Not being able to sleep is usually not my problem. Honestly, I have fallen asleep while driving, reading, walking through WalMart….it’s not a problem for me. The problem is usually not having enough time to sleep. Lay me down, I’m asleep.
Today (yesterday)I had a fun adventure that involved a virtual knife being stuck into my back by an invisible foe. Otherwise known as “back spasms” the doctor said (after two hours of waiting in Urgent Care). Happy it wasn’t something like a hairy cyst growing in my back or some alien fetus sprouting there, I was sent home with a prescription for muscle relaxers. Apparently, these “muscle relaxers” only kind of work and instead of sending you into a blissful, restful, out-til-morning-light kind of slumber, they wake you as they wear off at 2 in the morning. Not my idea of a fun time. That being said, I was able to get up and do some homework. yay.
The class I am in now is on the foundations of the Inclusion Classroom. This is a topic I have issues with. I don’t believe the funding is there for an inclusion classroom to be supported as it should be. Point one. Point two involves the struggles educators have to meet the needs of such a wide variety of students in an overpopulated classroom. High expectations, growth requirements, curriculum chains (I mean…yeah, chains…), and lack of support make running a truly inclusive classroom hard, to say the least.
The more I learn about this mythical, magical, marvelous classroom model the more I want it. I want to have a culturally diverse classroom where everyone supports and encourages others despite their differences and challenges. I want students that have physical, mental and emotional struggles in my classroom. I want students from all over the world that speak different languages, look different, think different, dress different. I want a global classroom.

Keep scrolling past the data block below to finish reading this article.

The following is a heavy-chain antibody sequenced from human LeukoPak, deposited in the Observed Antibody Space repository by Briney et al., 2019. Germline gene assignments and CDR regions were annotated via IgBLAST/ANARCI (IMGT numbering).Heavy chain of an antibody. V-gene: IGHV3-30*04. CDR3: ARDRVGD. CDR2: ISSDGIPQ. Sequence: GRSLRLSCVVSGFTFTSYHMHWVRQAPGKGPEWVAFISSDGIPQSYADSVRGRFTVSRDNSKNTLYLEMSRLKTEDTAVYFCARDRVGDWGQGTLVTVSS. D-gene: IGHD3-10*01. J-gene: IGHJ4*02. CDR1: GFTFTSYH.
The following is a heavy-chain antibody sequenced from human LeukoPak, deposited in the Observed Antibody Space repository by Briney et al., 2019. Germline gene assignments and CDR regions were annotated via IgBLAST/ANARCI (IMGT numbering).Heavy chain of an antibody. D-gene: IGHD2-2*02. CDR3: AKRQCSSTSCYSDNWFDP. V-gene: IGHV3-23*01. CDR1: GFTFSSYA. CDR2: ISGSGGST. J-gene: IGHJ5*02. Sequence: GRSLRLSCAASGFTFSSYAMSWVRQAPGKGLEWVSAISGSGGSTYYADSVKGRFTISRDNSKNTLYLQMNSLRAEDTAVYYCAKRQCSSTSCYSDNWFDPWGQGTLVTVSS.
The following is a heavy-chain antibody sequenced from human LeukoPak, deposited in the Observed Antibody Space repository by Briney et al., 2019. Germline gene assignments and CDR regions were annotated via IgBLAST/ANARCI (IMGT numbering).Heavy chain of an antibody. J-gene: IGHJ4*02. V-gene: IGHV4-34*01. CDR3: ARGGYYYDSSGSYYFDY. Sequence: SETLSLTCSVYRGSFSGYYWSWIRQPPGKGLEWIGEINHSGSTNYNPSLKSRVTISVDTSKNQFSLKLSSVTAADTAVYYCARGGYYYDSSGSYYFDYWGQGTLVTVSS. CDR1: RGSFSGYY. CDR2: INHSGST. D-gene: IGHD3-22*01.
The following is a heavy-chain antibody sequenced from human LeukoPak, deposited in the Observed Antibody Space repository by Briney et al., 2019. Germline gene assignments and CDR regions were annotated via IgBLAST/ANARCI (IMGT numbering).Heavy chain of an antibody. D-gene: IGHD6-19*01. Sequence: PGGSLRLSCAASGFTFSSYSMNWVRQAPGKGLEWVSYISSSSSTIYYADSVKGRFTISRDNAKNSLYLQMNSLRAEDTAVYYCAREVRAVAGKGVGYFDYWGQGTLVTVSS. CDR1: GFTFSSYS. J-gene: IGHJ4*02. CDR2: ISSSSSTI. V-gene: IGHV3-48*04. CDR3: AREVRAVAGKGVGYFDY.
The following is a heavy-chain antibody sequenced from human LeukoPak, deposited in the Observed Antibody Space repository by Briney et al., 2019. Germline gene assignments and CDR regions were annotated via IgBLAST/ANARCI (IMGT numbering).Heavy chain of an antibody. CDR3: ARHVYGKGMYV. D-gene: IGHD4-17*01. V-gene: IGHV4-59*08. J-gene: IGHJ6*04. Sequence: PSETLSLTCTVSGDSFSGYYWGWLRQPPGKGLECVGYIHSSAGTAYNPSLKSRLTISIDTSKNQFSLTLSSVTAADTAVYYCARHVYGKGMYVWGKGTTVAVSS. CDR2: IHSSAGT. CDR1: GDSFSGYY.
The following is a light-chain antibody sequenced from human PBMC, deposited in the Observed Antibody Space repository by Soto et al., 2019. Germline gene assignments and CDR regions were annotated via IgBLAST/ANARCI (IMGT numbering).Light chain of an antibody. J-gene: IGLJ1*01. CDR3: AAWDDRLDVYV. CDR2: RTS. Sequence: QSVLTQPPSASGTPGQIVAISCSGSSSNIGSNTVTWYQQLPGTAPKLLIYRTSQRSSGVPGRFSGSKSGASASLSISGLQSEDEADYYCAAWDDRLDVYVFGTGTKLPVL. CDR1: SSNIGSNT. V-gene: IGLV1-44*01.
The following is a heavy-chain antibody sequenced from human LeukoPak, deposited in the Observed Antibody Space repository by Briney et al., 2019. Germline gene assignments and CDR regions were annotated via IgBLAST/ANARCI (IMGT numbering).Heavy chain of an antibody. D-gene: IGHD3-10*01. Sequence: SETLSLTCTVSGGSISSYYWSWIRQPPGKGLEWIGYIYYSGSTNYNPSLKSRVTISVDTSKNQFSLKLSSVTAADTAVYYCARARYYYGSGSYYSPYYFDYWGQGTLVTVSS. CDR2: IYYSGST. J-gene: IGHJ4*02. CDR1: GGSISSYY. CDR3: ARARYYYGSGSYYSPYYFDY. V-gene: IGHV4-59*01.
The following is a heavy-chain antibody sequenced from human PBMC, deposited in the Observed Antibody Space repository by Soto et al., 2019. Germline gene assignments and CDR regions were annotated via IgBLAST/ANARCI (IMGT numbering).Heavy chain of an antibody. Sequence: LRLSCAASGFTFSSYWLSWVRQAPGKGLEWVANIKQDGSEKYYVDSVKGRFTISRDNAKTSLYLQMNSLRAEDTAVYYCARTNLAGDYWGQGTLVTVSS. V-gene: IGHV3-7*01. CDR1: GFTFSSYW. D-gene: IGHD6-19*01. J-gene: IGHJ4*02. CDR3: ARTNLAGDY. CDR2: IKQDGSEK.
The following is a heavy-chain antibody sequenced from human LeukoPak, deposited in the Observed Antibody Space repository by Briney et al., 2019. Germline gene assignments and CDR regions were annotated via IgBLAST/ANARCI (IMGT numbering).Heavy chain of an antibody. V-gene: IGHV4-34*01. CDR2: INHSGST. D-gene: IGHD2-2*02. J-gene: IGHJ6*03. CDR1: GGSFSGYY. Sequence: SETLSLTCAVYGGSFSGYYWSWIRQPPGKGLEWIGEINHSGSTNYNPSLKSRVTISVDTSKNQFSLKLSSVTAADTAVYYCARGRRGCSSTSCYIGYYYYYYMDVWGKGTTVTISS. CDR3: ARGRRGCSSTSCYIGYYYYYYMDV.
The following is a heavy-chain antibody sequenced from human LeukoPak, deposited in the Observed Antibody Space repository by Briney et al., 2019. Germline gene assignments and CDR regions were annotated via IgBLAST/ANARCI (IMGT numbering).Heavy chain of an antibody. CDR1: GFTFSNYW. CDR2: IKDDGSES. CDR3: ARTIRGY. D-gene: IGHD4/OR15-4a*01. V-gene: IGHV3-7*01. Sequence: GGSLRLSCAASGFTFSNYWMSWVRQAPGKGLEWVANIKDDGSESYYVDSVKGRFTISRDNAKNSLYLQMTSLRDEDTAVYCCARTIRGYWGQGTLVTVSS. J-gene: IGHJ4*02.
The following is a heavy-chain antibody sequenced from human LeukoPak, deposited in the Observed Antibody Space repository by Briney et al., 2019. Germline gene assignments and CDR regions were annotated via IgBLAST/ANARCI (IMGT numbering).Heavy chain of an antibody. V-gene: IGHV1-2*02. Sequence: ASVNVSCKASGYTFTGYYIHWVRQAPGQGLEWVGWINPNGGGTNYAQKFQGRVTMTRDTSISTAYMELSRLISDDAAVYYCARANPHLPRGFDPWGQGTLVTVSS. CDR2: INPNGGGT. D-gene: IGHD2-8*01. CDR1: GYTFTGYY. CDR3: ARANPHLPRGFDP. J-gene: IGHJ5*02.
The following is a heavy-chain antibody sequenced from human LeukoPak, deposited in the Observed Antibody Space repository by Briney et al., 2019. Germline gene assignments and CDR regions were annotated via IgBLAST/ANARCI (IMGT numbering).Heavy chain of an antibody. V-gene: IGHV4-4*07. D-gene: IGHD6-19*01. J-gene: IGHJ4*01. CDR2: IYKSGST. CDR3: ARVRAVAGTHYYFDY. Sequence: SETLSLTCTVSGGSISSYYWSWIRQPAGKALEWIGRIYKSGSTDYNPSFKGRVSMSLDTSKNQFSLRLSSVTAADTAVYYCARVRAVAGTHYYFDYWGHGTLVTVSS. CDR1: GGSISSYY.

I went back to bed after writing my paper at 2 this morning. But as I lay there, muscles twitching, mind racing….I felt the proverbial hand slap the back of my head. Why am I learning all this? Why does it seem that everywhere I turn, I am educated more and more about the benefits of being with those that are ‘not the same as me’. My ‘box’ has been rained on, trampled, and thrown under a bridge. I can’t stay in it because it has fallen apart.
I look at my family. Bring it home. I’ve tried so hard to make it fit a certain mold, way of life, way of thinking, acting, believing… Why shouldn’t it be just as global, inclusive, open-minded as my classroom? In trying to keep it all the ‘same’ and I hurting or helping my family? Am I setting my children up for success or failure if I encourage them to only accept those that are just like them?
Darn it all..sometimes I’m a really slow learner. Sometimes, it takes a person five or six,or even 45 years to discover they have been asking the wrong questions, looking in the wrong places, and accepting answers from closed boxes. I changed my question this weekend. Instead of “what am I supposed to learn from this trial?” I moved to “What do I need to DO to be able to learn from this trial?” It’s in the action, the movement, the effort. True lessons don’t get delivered on a silver tray while we sit pretty, waiting for them. Real answers are out in the trenches, dirty, wet, slippery, and sometimes even bloody.
Bring it home. What do you need to DO? Are you thinking outside your box or are your fighting like mad to tape it as the world tries to get in? What do you want to learn? Who do you want to be? How do you want to fit in the world?
I don’t want to be in a pretty box, high on a shelf….all alone. I’d rather be out in the world, spinning, dancing, getting dirty, and participating in this global family we’ve been given.
Stretch. Look. See. Grow.
Cause I said so.
Photo credit: www.newscenter.sdsu.edu